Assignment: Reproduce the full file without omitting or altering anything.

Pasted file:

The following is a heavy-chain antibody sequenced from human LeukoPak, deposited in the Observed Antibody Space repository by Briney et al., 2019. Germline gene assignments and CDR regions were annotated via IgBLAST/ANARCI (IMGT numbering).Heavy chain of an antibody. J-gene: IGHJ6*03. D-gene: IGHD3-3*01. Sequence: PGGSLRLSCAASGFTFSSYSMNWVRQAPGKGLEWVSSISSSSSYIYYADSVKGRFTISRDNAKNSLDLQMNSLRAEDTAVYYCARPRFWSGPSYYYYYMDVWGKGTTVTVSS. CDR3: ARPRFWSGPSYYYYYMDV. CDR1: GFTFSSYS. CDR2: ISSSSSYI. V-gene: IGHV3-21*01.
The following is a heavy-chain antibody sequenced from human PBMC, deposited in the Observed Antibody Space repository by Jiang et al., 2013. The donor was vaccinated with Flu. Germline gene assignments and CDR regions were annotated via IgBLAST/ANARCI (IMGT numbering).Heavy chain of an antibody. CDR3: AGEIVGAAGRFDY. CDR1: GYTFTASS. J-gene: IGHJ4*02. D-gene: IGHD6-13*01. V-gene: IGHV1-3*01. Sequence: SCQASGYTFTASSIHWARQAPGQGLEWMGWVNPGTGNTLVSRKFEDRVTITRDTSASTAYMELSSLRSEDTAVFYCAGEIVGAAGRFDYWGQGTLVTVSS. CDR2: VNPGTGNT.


The following is a heavy-chain antibody sequenced from human LeukoPak, deposited in the Observed Antibody Space repository by Briney et al., 2019. Germline gene assignments and CDR regions were annotated via IgBLAST/ANARCI (IMGT numbering).Heavy chain of an antibody. J-gene: IGHJ6*03. D-gene: IGHD3-3*01. Sequence: PGGSLRLSCAASGFTFSSYSMNWVRQAPGKGLEWVSSISSSSSYIYYADSVKGRFTISRDNAKNSLDLQMNSLRAEDTAVYYCARPRFWSGPSYYYYYMDVWGKGTTVTVSS. CDR3: ARPRFWSGPSYYYYYMDV. CDR1: GFTFSSYS. CDR2: ISSSSSYI. V-gene: IGHV3-21*01.
The following is a heavy-chain antibody sequenced from human PBMC, deposited in the Observed Antibody Space repository by Jiang et al., 2013. The donor was vaccinated with Flu. Germline gene assignments and CDR regions were annotated via IgBLAST/ANARCI (IMGT numbering).Heavy chain of an antibody. CDR3: AGEIVGAAGRFDY. CDR1: GYTFTASS. J-gene: IGHJ4*02. D-gene: IGHD6-13*01. V-gene: IGHV1-3*01. Sequence: SCQASGYTFTASSIHWARQAPGQGLEWMGWVNPGTGNTLVSRKFEDRVTITRDTSASTAYMELSSLRSEDTAVFYCAGEIVGAAGRFDYWGQGTLVTVSS. CDR2: VNPGTGNT.